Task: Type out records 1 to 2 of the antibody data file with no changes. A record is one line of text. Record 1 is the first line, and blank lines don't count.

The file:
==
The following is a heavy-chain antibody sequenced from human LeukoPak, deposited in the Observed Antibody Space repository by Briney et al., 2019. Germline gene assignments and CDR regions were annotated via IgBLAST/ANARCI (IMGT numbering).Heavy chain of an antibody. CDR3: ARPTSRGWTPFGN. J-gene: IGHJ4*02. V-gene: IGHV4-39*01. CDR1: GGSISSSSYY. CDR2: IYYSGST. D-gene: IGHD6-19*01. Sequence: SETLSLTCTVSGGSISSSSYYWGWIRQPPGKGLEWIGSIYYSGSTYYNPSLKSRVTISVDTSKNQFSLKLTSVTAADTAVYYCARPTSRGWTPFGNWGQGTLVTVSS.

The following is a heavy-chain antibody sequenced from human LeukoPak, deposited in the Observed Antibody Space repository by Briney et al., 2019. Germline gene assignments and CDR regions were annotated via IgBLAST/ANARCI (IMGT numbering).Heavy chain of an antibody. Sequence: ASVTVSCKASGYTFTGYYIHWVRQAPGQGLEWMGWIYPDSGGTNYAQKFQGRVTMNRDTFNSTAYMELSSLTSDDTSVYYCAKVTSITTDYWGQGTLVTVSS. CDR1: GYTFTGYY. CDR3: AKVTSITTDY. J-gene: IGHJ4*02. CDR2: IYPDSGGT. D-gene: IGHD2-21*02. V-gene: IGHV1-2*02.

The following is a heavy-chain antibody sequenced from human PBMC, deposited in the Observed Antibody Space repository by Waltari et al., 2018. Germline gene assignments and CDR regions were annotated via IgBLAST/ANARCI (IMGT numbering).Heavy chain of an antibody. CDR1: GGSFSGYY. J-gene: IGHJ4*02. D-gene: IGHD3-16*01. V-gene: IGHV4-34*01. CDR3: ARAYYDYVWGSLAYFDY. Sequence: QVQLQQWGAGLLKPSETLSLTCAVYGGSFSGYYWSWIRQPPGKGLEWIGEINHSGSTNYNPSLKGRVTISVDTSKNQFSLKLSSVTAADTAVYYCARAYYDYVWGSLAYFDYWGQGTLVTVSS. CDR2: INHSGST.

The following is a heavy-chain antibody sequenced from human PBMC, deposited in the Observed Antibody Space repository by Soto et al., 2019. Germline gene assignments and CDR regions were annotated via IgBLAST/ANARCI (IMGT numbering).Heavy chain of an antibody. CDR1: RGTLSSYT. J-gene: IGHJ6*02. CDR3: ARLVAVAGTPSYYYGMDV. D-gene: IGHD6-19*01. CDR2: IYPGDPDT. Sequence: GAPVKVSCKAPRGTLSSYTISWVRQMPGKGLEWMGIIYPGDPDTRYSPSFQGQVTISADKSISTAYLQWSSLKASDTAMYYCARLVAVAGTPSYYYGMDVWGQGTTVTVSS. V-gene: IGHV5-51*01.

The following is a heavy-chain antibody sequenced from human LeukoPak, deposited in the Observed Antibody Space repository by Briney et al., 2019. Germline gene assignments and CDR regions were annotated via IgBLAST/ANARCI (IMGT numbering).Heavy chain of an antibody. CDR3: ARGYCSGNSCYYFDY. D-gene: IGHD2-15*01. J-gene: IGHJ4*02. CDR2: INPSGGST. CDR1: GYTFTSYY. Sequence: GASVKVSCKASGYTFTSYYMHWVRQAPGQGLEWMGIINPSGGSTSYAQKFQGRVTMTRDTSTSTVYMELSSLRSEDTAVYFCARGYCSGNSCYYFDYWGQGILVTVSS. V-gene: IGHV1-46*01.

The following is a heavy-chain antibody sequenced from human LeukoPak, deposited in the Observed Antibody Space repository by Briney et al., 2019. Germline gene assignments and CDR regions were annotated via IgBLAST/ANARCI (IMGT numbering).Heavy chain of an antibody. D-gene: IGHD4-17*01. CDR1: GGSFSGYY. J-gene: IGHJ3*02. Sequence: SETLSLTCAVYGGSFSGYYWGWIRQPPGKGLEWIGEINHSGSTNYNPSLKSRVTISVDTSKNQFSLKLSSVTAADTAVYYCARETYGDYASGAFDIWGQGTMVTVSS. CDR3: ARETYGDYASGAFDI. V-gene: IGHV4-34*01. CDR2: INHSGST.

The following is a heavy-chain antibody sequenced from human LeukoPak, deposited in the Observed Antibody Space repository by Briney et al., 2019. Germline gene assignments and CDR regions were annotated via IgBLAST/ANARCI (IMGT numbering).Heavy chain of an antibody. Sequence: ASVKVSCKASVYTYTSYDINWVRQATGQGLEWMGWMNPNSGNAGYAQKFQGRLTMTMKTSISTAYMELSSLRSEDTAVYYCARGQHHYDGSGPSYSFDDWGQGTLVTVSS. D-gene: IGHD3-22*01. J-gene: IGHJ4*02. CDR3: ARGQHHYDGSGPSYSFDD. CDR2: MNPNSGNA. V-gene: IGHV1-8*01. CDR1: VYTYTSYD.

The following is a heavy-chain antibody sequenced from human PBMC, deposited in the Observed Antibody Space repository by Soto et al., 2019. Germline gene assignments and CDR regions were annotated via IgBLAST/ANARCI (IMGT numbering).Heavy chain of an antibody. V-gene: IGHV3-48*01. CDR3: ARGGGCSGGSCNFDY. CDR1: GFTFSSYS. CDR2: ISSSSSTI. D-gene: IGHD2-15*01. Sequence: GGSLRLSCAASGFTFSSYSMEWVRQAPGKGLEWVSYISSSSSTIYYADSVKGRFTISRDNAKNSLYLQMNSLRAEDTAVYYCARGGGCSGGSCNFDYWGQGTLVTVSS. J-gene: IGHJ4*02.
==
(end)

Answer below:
The following is a heavy-chain antibody sequenced from human LeukoPak, deposited in the Observed Antibody Space repository by Briney et al., 2019. Germline gene assignments and CDR regions were annotated via IgBLAST/ANARCI (IMGT numbering).Heavy chain of an antibody. CDR3: ARPTSRGWTPFGN. J-gene: IGHJ4*02. V-gene: IGHV4-39*01. CDR1: GGSISSSSYY. CDR2: IYYSGST. D-gene: IGHD6-19*01. Sequence: SETLSLTCTVSGGSISSSSYYWGWIRQPPGKGLEWIGSIYYSGSTYYNPSLKSRVTISVDTSKNQFSLKLTSVTAADTAVYYCARPTSRGWTPFGNWGQGTLVTVSS.

The following is a heavy-chain antibody sequenced from human LeukoPak, deposited in the Observed Antibody Space repository by Briney et al., 2019. Germline gene assignments and CDR regions were annotated via IgBLAST/ANARCI (IMGT numbering).Heavy chain of an antibody. Sequence: ASVTVSCKASGYTFTGYYIHWVRQAPGQGLEWMGWIYPDSGGTNYAQKFQGRVTMNRDTFNSTAYMELSSLTSDDTSVYYCAKVTSITTDYWGQGTLVTVSS. CDR1: GYTFTGYY. CDR3: AKVTSITTDY. J-gene: IGHJ4*02. CDR2: IYPDSGGT. D-gene: IGHD2-21*02. V-gene: IGHV1-2*02.